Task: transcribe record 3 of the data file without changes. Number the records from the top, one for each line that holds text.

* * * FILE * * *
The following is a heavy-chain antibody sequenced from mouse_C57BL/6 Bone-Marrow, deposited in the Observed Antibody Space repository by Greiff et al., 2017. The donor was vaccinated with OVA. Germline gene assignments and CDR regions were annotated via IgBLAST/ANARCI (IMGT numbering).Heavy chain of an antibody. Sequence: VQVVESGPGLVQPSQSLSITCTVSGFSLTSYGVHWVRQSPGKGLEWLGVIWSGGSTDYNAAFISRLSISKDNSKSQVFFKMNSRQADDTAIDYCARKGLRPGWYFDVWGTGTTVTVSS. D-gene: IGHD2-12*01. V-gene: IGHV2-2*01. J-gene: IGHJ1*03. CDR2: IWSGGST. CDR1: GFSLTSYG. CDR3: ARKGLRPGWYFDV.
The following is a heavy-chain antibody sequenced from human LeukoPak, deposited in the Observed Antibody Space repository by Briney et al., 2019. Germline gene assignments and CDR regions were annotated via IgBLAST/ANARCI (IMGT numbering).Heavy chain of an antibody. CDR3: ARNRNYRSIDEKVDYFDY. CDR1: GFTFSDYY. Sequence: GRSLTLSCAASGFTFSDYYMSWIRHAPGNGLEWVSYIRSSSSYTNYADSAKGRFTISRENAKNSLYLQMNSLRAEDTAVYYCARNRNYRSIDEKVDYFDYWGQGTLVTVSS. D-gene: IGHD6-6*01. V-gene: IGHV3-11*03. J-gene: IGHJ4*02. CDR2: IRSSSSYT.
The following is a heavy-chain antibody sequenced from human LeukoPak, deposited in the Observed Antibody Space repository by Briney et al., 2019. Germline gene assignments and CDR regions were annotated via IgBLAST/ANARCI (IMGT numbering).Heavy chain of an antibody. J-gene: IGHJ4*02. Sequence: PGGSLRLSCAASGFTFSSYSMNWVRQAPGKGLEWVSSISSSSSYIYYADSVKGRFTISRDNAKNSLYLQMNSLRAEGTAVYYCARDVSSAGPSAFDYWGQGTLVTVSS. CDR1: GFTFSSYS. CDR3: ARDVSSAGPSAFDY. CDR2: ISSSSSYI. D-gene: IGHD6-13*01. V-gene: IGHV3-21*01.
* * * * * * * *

The following is a heavy-chain antibody sequenced from human LeukoPak, deposited in the Observed Antibody Space repository by Briney et al., 2019. Germline gene assignments and CDR regions were annotated via IgBLAST/ANARCI (IMGT numbering).Heavy chain of an antibody. J-gene: IGHJ4*02. Sequence: PGGSLRLSCAASGFTFSSYSMNWVRQAPGKGLEWVSSISSSSSYIYYADSVKGRFTISRDNAKNSLYLQMNSLRAEGTAVYYCARDVSSAGPSAFDYWGQGTLVTVSS. CDR1: GFTFSSYS. CDR3: ARDVSSAGPSAFDY. CDR2: ISSSSSYI. D-gene: IGHD6-13*01. V-gene: IGHV3-21*01.